An $18 million grant renewal will ensure the University of Southern Mississippi and partner institutions can continue biomedical initiatives designed to have a lasting impact on the health Mississippians, the university said in announcing the award that brings the total received for the Biomedical Research Mission since 2001 to nearly $54 million.
The funding comes from a national program developed by the National Institutes of Health called IDeA Networks of Biomedical Research Excellence (INBRE). The grants are intended to enhance the caliber of scientific faculty at research institutions and undergraduate schools, thereby attracting more promising students to these organizations, USM says.
The recent renewal runs from 2013-2018 and brings the total amount of the grant – established in 2001 – to nearly $54 million. Dr. Glen Shearer and Dr. Mohamed Elasri, professors in the Department of Biological Sciences at Southern Miss, serve as principal investigators for the grant.
“The goals we established when we first sought this grant are the same ones we follow today,” said Shearer. “Our objective has always been to change the lives of Mississippians through biomedical research, education and training. These INBRE grants allow us to establish critical research initiatives all across the state that will have a lasting impact on the health and well-being of all Mississippians.”
Southern Miss serves as the lead university in the Mississippi INBRE network which includes all five research-intensive institutions – Southern Miss, University of Mississippi, Mississippi State University, Jackson State University and University of Mississippi Medical Center. The network also includes six partner undergraduate institutions — Alcorn State University, Millsaps College, Mississippi College, Mississippi University for Women, Mississippi Valley State University and Tougaloo College. Additionally, eight outreach institutions are involved, including most of the state’s junior colleges.
Shearer said the NIH grants have allowed researchers/educators to focus on a broad range of biomedical-related areas such as cancer research, diabetes research, heart disease, teen pregnancy, obesity and sexually transmitted diseases. As the state with the greatest incidence of cardiovascular deaths in the nation (50th rank), 46th rank for cancer and 35th rank for infectious diseases – these areas are of great interest to Mississippi students and of vital importance to the state and its health disparities populations.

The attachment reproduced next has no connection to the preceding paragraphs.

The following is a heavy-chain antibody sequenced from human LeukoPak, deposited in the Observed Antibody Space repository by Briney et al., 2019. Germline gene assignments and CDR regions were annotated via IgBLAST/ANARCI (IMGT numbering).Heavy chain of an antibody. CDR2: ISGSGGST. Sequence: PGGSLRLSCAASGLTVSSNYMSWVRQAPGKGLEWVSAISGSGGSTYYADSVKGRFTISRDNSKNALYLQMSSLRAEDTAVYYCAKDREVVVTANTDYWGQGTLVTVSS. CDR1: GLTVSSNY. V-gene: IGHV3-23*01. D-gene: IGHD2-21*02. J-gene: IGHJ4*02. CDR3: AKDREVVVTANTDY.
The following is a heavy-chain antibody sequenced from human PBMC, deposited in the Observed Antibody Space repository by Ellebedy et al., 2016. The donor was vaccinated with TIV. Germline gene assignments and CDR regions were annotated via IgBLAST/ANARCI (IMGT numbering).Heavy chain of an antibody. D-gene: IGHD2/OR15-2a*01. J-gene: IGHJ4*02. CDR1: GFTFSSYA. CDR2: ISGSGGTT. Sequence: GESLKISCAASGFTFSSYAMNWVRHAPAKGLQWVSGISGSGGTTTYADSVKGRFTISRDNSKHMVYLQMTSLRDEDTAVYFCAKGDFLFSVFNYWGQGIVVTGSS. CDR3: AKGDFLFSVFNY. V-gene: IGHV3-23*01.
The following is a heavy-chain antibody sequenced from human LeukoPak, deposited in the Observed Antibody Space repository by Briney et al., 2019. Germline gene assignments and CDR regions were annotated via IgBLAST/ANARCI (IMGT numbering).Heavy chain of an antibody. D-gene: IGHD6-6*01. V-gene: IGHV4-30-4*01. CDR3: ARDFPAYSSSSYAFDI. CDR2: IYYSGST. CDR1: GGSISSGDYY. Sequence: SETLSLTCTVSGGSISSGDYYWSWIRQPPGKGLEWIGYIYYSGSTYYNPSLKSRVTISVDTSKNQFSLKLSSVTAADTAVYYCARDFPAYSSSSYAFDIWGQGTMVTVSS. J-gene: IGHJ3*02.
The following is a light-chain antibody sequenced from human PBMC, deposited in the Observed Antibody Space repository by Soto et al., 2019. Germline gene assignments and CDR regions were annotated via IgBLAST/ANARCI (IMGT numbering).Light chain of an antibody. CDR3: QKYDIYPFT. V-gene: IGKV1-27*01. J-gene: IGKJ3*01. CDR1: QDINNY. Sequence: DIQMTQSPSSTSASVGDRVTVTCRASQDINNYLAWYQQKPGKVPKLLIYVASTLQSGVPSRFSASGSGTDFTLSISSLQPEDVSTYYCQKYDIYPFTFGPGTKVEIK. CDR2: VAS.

Elasri serves as the grant program’s coordinator. He said he is particularly proud to see biomedical research opportunities being made available to the undergraduate partner institutions. Elasri has been instrumental in setting up research protocols at these schools and assisting faculty on writing effective grant proposals.
“Just a few years ago this type of research was not being conducted at these schools and now we have faculty, students and the latest technology on site at all of them,” Elasri said. “One of the real keys to securing renewals of this grant from NIH has been to show that we are committed to the idea of expanding biomedical research throughout the state. We knew that there were already some well-established research institutions in Mississippi, but we needed to get all of the impressive brainpower across the state involved.”
The Mississippi INBRE grant helps support the work of hundreds of biomedical researchers and student trainees across the state. At Southern Miss, for example, the MS-INBRE helps to support the work of 21 faculty members, 40 graduate students and nearly 50 undergraduate students.
Elasri and Shearer have also instituted a “Biomedical Bootcamp” for undergraduates seeking careers in related fields. This summer’s camp included between 20-30 students from across the state who spent one week on the Southern Miss campus in Hattiesburg.
“We try to jam as much into that time period as possible,” said Elasri. “We want to give them a firm understanding of the commitment required to work in biomedical research.”
Added Shearer: “This type of research requires great dedication and commitment – especially once you reach the graduate student level. It’s definitely not for everybody but the students we have involved here are among the brightest you will find anywhere.”
Another key to securing additional NIH funding for this massive project is to provide a credible road map for success over the five-year grant period. Among the objectives outlined by Mississippi INBRE are:
>>>Establish five new biomedical research laboratories at the partner undergraduate institutions.
>>>Strengthen the science curriculum at the undergraduate institutions by providing curriculum enhancement grants to provide faculty release time and essential equipment for developing new interdisciplinary courses.
>>>Provide professional development opportunities to faculty at the undergraduate institutions by organizing proposal writing workshops, technical workshops and work groups that are tailored to undergraduate institutions.
>>>Implement the Mississippi INBRE Research Scholars Program (11-week summer undergraduate research internships), by adding a career development training module.
>>>Establish a Community Engagement and Training Core that will directly address health disparities and promote education and prevention in the areas of cancer, sexually transmitted diseases and obesity.
>>>Develop an internship program that targets students who are interested in community outreach activities in rural and/or African-American populations.
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